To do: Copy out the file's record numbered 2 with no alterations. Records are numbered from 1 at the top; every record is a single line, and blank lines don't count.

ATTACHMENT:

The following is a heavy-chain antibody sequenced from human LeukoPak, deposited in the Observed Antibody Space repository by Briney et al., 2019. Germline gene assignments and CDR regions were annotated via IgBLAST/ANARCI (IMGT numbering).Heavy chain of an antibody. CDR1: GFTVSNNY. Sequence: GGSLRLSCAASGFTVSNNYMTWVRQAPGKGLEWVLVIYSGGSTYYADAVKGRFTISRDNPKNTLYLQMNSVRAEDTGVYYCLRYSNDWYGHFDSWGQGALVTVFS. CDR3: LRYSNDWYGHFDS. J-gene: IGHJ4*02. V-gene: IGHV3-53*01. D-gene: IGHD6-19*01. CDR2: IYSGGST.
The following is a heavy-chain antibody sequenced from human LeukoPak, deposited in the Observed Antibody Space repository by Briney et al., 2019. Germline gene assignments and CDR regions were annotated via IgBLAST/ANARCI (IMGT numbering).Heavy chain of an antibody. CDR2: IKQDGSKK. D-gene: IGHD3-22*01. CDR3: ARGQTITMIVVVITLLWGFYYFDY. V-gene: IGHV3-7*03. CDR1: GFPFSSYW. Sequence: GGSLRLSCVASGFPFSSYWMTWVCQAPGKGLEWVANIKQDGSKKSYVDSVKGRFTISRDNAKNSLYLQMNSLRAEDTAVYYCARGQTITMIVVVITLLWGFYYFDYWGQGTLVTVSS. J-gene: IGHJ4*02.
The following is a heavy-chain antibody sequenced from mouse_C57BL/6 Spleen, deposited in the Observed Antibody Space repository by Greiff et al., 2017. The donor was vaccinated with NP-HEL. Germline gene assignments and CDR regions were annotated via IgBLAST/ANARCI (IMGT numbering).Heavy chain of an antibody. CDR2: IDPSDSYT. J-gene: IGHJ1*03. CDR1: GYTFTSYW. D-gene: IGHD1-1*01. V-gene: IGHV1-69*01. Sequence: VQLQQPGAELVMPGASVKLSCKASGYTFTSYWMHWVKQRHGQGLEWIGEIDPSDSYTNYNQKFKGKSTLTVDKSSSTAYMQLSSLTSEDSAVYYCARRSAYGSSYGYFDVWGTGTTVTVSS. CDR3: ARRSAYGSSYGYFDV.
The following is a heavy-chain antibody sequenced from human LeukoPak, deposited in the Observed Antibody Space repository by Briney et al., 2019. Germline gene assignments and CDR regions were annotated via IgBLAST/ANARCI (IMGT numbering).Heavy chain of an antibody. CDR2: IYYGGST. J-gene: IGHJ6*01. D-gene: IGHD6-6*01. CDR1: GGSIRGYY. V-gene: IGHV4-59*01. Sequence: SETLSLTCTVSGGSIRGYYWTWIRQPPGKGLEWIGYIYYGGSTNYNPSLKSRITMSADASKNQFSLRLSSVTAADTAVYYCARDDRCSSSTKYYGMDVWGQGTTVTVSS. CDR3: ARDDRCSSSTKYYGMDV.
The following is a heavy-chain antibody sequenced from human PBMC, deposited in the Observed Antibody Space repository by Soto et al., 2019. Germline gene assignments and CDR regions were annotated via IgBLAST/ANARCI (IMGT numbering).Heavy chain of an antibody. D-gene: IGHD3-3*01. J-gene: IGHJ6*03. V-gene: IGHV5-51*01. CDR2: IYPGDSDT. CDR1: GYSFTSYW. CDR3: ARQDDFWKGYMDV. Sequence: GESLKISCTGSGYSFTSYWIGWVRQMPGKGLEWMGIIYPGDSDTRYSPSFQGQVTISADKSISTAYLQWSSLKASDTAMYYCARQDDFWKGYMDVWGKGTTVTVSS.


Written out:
The following is a heavy-chain antibody sequenced from human LeukoPak, deposited in the Observed Antibody Space repository by Briney et al., 2019. Germline gene assignments and CDR regions were annotated via IgBLAST/ANARCI (IMGT numbering).Heavy chain of an antibody. CDR2: IKQDGSKK. D-gene: IGHD3-22*01. CDR3: ARGQTITMIVVVITLLWGFYYFDY. V-gene: IGHV3-7*03. CDR1: GFPFSSYW. Sequence: GGSLRLSCVASGFPFSSYWMTWVCQAPGKGLEWVANIKQDGSKKSYVDSVKGRFTISRDNAKNSLYLQMNSLRAEDTAVYYCARGQTITMIVVVITLLWGFYYFDYWGQGTLVTVSS. J-gene: IGHJ4*02.